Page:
Randy Rogers Band

Nothing Shines Like Neon – 2016 (Tommy Jackson Records)

Reviewed by Dustin Blumhagen

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CDs by Randy Rogers Band

Randy Rogers Band's latest album cover provides insight into the music contained within. The brightly lit neon sign is a familiar sight to those who frequent honky tonks and smoky barrooms. The Texas country band plays music that is designed specifically for these locations and crowds within. Almost every song on this album has alcohol as one of the main characters. Fresh on the heels of Rogers' excellent twang filled collaboration with Wade Bowen, he returns with his full band with a much more diverse offering.

Much like the Saturday night set list of every small town bar band across America, the album weaves between sombre ballads of heartbreak and uptempo numbers designed to fill the dance floor. While country music is the foundation of the band's sound, their ability to explore the blues and rock and roll add depth to the music.

The influence of 1990s mainstream country music is evident, which is increased by Rogers' occasional vocal similarity to Tim McGraw. The guest list is impressive and well utilized. The rollicking "Takin' it As it Comes" features Jerry Jeff Walker, whose grizzled voice provides nice contrast. They approach the outlaw sound again on "Actin' Crazy," which has an appearance from Jamey Johnson. The use of these vocalists works well as counterpoint to Rogers' smooth vocals and provides diversity.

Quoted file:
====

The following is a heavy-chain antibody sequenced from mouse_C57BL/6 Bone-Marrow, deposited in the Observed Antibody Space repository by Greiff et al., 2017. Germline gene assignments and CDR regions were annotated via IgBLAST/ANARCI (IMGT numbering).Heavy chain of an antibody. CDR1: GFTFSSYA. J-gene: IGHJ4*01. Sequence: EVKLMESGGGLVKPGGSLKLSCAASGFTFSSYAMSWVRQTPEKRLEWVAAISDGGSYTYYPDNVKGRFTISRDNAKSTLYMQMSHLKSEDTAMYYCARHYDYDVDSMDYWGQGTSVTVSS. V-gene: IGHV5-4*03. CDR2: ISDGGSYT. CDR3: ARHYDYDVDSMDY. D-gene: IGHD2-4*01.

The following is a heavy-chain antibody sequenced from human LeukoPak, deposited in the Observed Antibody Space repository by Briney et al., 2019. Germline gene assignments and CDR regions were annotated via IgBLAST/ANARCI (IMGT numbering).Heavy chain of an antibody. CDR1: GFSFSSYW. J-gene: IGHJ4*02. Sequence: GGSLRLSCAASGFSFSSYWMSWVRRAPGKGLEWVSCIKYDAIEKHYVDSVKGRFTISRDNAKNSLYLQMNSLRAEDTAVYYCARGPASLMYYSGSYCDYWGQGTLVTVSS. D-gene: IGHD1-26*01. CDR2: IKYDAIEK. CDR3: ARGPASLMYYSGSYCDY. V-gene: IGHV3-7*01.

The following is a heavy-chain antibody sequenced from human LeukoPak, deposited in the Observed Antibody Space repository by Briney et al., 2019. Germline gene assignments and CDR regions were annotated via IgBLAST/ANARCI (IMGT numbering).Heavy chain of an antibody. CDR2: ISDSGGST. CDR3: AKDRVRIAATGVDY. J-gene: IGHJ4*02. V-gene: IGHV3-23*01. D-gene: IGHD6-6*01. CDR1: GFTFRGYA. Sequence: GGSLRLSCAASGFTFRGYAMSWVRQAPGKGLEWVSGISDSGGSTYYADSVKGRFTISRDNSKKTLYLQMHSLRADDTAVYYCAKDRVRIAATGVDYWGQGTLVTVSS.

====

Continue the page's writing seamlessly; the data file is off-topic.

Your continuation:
On the other end of the spectrum, Alison Krauss and Dan Tyminski help to make "Look out Yonder" the prettiest song on the album, although it is arguably close enough to Kristofferson's "Pilgrim Ch. 33" to warrant scrutiny. They seem to be recycling ideas again on "Tequila Eyes" which has a smooth '80s sound and borrows heavily from John Anderson's "Straight Tequila Night" thematically. Nevertheless, it is a great song.

The band sounds comfortable throughout on what is the strongest offering from Randy Rogers Band to date. The tempos shift from slow burners powered by pedal steel to boot stompers. Like any great bar band, they cover a wide variety of sounds and experiment with various genres, offering something for every fan in the crowd.